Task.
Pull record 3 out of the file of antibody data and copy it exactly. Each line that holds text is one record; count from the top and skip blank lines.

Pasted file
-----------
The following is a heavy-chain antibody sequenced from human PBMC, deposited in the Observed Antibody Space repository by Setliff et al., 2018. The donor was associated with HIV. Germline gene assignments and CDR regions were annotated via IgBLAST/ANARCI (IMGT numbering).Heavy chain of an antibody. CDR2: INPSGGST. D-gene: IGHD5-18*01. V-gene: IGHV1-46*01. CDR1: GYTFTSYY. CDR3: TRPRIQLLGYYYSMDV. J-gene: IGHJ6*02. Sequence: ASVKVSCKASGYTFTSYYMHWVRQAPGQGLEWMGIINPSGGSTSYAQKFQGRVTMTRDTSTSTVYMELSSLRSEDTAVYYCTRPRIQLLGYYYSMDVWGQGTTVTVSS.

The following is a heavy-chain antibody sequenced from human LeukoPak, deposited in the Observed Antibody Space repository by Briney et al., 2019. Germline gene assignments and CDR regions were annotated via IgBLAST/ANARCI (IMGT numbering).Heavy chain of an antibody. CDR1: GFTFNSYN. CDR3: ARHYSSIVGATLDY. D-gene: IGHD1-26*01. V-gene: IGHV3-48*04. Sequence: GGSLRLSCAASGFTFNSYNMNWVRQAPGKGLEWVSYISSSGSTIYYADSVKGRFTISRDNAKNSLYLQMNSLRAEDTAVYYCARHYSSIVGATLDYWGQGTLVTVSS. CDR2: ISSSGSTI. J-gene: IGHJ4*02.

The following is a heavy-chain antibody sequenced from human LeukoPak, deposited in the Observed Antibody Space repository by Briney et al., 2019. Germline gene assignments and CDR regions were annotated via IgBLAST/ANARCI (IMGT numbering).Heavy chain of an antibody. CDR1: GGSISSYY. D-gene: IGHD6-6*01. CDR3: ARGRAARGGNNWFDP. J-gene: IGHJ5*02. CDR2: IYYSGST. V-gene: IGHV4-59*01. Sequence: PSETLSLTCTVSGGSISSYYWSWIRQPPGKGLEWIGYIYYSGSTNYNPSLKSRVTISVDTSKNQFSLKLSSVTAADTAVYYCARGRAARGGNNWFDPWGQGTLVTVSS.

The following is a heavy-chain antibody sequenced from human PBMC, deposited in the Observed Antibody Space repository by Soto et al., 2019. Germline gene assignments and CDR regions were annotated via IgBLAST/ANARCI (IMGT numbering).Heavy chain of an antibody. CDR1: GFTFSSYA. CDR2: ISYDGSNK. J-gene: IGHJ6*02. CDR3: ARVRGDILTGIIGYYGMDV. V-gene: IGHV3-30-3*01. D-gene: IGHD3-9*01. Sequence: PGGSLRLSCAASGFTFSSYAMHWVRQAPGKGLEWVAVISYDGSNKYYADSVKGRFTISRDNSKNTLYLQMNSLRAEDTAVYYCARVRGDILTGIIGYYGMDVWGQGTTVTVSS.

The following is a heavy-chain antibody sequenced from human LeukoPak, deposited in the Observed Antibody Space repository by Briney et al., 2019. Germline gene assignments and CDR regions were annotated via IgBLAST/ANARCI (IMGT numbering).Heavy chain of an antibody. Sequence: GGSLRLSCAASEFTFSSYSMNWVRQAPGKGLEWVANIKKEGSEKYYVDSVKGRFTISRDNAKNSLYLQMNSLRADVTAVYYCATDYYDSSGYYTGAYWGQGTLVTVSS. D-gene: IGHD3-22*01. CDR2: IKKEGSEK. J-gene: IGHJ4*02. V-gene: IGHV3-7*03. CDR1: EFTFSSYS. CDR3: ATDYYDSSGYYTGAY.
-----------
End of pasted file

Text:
The following is a heavy-chain antibody sequenced from human LeukoPak, deposited in the Observed Antibody Space repository by Briney et al., 2019. Germline gene assignments and CDR regions were annotated via IgBLAST/ANARCI (IMGT numbering).Heavy chain of an antibody. CDR1: GGSISSYY. D-gene: IGHD6-6*01. CDR3: ARGRAARGGNNWFDP. J-gene: IGHJ5*02. CDR2: IYYSGST. V-gene: IGHV4-59*01. Sequence: PSETLSLTCTVSGGSISSYYWSWIRQPPGKGLEWIGYIYYSGSTNYNPSLKSRVTISVDTSKNQFSLKLSSVTAADTAVYYCARGRAARGGNNWFDPWGQGTLVTVSS.